Avon Street renamed Argyle Street 1879

That the street heretofore known as Avon Street in McKenzie’s Survey of Park Lot Number Four Hundred and fifty-one in the Canada Company’s Survey of the said Town shall hereafter be called and known as Argyle Street. City of Stratford -Flashback Friday

2nd Marquis Breadalbane

Breadalbane Expulsion

Argyle Street appeared on the 1857 map of Stratford but was then called Avon Street. There was also an Argle Street on the 1857 map, but was later called Norfolk Street. Because there were two Avon Streets on the map, the Argyle name was moved from Norfolk to the present-day Argyle Street. 

Argyle Street was named for the County of Argll on the west coast of Scotland, bounded partly on the east by Perthshire.  

A number of Scottish immigrants coming to the Perth County area were from Argyll, and the name was Anglicized to Argyle for the purposes of street naming. The street was probably named by Scottish settlers. By Stanford Dingman   Several Scottish families locating in the area came from Breadalbane.


The fifth Earl of Breadalbane put together an estate of almost half a million acres in Perthshire and Argyll, by fair means and foul, and in 1834 the second Marquis could ride 50 miles north and south, and 100 miles east to west, without leaving his land.

But by 1834, the Breadalbane estates had become greatly overpopulated. There were 3,500 people living on the north and south shores of Loch Tay in Perthshire, who among them had between 2,000 head of cattle, 600 horses, 500 unbroken horses, 6,000 sheep and 400 goats. The soil could not support so many and there was much hardship.His son, the second Marquis, listened to the fashionable liberals of the day who said that poverty stricken Highlanders should be removed from their miserable existence, and settled elsewhere. The terrible mistake of the new policy was to remove an entire stock of people and replace them with sheep, which were more profitable. The second Marquis evicted 54 families The farm walls were levelled and the fields between turned into grazing for blackface sheep imported from the Borders.

Next to go was the entire population of Glenquaich where over 500 people lived. The evictions were carried out before the houses were set alight. The people decided to emigrate to Canada, and in particular to an untamed area of Ontario owned by the Canada Land Company. Eight or nine families had arrived here voluntarily in the summer of 1832 after a voyage lasting three months. Amongst these was John Crerar who was older than the average immigrant.

Here he found employment constructing the Twentieth Line Road into an untamed region of 44,000 acres known as the North Easthope Concession, in south Ontario. This was named after Sir John Easthope, a director of the Canada Land Company and had first been surveyed just three years before in 1829.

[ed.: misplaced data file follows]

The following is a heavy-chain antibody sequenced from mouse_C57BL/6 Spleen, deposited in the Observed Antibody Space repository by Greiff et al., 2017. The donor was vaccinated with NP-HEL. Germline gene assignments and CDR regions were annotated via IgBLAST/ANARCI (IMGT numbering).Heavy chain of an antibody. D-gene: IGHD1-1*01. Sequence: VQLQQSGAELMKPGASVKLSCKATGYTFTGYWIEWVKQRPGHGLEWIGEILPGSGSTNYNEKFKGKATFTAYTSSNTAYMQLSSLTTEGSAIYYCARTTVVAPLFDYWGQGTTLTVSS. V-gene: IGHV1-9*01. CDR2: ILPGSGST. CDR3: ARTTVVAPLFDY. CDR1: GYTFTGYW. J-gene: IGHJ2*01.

The population of North Easthope had reached 2000 by 1850 and had 10,605 acres under cultivation. About this time the enormity of the evictions from the Breadalbane estates had dawned on the people of Scotland. The Marquis was condemned in the press and tried in vain to defend his policy. He died a lonely unmourned death in Switzerland in 1862.  Source: Perth County Pioneers by Archie McKerracher

Some of the settlers names from Argyll area may be familiar in Stratford: Crerar, Stewart, Fisher, McTavish, McNaughton, Hay

Flight Ltn. Wesley Erwin 

34 Argyl Street

Wesley Douglas Irwin, RCAF

Wesley  Irwin was the son of William George and Ida Mary Irwin.  They lived on 34 Argyle Street. He went University of West Ontario and started his own business as a paint sprayer specialising in paint and lacquer techniques.

Wesley applied in London early in 1940 to join the RAF although he had no flying or military experience. As he had been turned down, he re-applied in Canada on the 7th October 1940.

In the summer of 1944, Wesley married Eliza Matilda Hazard, and they had a son David. Eliza was born in Stepney London and after she became a widow she lived in Pitsea Essex.

He served as Flight Lieutenant / Navigator J/16115 Royal Canadian Air Force 627 Pathfinder Sqdn. attached to the RAF.

Acting as Navigator, with pilot, Flight Lt. John Alexander Reid 48900 RAF, the crew flying in a Merlin Mosquito Mark IV DZ ,642 from RAF Woodhall,were returning late at night in November 1944 from marking a target in Trondheim Norway. They were heading for Peterhead Scotland, low on fuel and in bad weather, when they had to divert to Sumburg aerodrome at the south end of the Shetland Islands. Doug and his pilot were killed when they crashed into Royal Field Hill, 12 miles north of the aerodrome. An investigation found that both of the crew had been wearing Mae West's and parachutes and there had been no fire either before or after the aircraft had crashed and that death was due to multiple injuries. It was also intimated at the inquiry that there may have been a pilot error involved in the accident although John Reid was an experienced pilot. The main question that arose was why there had been a lack of fuel when the aircraft had been refuelled to the pilot's satisfaction and there should have been more that enough for the journey both ways.

They are both commemorated by a bronze plaque attached to a stone pillar erected close to the crash site.Wesley Douglas Irwin was buried at the City of London Cemetery and is commemorated there with a Private Memorial (PM) War Grave .  He was 34 years of age. Source: Find a Grave

Plaque Reads

This memorial Commemorates de Havilland Mosquito Mx VII Dz642 of the 627 Squadron Royal Airforce:

Pilot F/Lt. John Reid RAF J16115, Navigator -F/O Wesley D. Irwin RCAF  J16115

Returning from target marking an ill-fated raid on U-Boat pens at Trondheim, Norway, short of fuel and bad visabilty the airraft hit Royl Hill on 22nd November 19944 at 23:00 hrs.

Plaque erected by 627 Squadron at Shetland Crash Site.